LETTERS

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February 2, 2006

Letters to the Editor

Sexual Assault Policy

I applaud NOW’s initiative to pressure the U of C to form a sexual assault policy. When I was assaulted midway through last quarter, there was nothing I could do: I hadn’t been “harassed,” nor had I been officially “raped,” but without giving details of what happened, I can say that I was violated nonetheless. When I reported the incident, I was told to go to counseling and to talk about what happened with the offender and all parties present that night. There is a wide range of sexual wrongs that can be committed against women, and it’s the University’s responsibility to define them.

Andrea Natalie Goldstein

First-year in the College

LCD screens and SG

On a campus so recently shaken by race issues as seen this fall with the “ghetto” party and more recently with anti-Semitic statements found in Hitchcock, I find it inappropriate to criticize Student Government for trying to raise awareness of the diversity of student activities found on campus. Furthermore, I cannot respect accusations of SG being out of touch with the student body, given that they came from such an apparently closed-minded and isolated individual as the author that attacked SG in last Friday’s Maroon. (“Want something done? Don’t ask SG”, 1/27)

Barney Keller accused SG of having changed nothing in his life and being “unable to think like students.” These accusations were based on the fact that Robert Hubbard seemed to be proud of the new LCD screen in the Reynolds club which informs students of upcoming events, cultural shows, and RSO meetings while waiting for the bus, protected from the elements. (The actual posting of campus events is not scheduled to take place for another few weeks, however the mere idea of it was attacked, and should be defended).

The author’s inability to realize the fact that a large and diverse portion of the university community live off campus and thus benefit from any improvements in the bus system, can perhaps be explained by the fact that he lives in the center of campus. The author’s total close-mindedness can perhaps be better understood by the fact that his residence is in a frat house. I make this claim, not with the notion that frats attract or create close-minded individuals, but with the belief that their self-selecting structure does little to broaden horizons, and indeed, creates the danger of tricking their residents into thinking their limited outlook, shared by their four best friends, is the only way of seeing things.

Since I am unwilling to define University of Chicago “students” as a collection of like-minded frat brothers, I applaud SG for promoting awareness of the diversity of RSOs and their events, or in bureaucratese—getting the job done.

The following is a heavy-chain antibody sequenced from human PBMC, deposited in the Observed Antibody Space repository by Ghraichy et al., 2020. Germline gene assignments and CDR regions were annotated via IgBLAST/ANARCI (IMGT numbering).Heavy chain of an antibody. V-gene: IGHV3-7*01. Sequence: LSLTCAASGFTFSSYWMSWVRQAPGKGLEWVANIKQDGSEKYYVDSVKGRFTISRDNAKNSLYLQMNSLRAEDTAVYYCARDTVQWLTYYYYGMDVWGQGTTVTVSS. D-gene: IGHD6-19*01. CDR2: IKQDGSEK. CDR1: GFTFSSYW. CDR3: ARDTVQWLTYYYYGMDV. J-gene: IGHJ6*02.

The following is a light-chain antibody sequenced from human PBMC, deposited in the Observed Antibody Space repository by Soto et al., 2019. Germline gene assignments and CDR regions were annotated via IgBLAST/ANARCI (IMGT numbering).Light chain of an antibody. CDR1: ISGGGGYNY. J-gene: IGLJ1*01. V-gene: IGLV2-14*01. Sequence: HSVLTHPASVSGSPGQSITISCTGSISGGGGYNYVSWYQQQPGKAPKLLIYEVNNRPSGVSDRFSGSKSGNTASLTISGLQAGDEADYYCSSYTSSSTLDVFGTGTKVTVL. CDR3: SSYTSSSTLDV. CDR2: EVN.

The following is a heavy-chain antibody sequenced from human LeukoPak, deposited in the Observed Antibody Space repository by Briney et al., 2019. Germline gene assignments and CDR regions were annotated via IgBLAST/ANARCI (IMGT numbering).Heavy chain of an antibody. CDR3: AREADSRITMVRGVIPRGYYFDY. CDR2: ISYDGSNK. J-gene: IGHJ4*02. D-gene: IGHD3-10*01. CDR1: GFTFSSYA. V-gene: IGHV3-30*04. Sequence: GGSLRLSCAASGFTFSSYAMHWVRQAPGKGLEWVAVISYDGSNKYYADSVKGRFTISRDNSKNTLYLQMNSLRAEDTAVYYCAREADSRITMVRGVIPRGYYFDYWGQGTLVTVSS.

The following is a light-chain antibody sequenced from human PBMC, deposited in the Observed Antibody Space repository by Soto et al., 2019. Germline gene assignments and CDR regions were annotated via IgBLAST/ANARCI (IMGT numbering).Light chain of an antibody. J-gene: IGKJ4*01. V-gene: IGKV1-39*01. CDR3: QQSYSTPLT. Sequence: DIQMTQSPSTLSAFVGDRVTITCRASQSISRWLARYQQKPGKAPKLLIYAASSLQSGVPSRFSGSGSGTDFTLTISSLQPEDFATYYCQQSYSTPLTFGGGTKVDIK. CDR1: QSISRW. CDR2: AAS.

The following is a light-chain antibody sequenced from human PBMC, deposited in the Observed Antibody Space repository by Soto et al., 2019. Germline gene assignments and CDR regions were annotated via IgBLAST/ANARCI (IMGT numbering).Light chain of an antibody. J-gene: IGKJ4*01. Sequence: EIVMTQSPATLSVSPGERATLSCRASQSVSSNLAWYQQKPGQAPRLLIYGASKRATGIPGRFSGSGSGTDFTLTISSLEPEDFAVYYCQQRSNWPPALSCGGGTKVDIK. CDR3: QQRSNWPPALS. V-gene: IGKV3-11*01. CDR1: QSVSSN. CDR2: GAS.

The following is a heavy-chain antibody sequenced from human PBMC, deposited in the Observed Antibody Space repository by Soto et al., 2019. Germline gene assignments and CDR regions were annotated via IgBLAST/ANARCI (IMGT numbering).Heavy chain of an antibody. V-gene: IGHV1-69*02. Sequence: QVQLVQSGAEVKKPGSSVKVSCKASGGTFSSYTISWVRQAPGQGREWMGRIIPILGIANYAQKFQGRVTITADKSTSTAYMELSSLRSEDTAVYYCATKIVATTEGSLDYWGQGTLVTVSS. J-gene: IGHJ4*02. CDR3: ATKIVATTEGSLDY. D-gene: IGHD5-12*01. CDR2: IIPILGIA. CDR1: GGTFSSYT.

Lillian Connett

Third-year in the College

I think Keller makes a critical point about governance issues that really matter. He claims that we “expect” bureaucracy in government when we deal with the Social Security system, the State Department, or the Department of Motor Vehicles. He is correct: We have come to accept bureaucracy in every sphere, here and probably in the rest of the world too. But why should we?

As people who pay taxes and fund the government, we deserve that the government function for us. Similarly, a student government needs to be functioning for the student body. To illustrate my point: We will not accept a substandard food service from our dining halls just because there are people who don’t get anything to eat, and we cannot expect our faculty to be incompetent because somewhere in the world there are 70 kids in a school that is as large as my Broadview single. We deserve good food and good faculty because that is what we are paying for. The world does not run on obligations or charities.

We really do need to consider what Keller writes about the LCD screen (not screens) at the Reynolds club and evaluate our student government in light of this argument. Are the benefits of the not-always-working-$1,000-LCD screen, including our precious president’s jumpy heart, and publicity really worth what has been spent, and will continue to be spent, on the screen? Wouldn’t it be more useful to have the buses run efficiently (as they should in the first place anyway) and perhaps put up a couple more notice boards for people to stick flyers? Perhaps Barney Keller will run for President at the end of the year and help us get our economics straight.

Akshay Birla

First-year in the College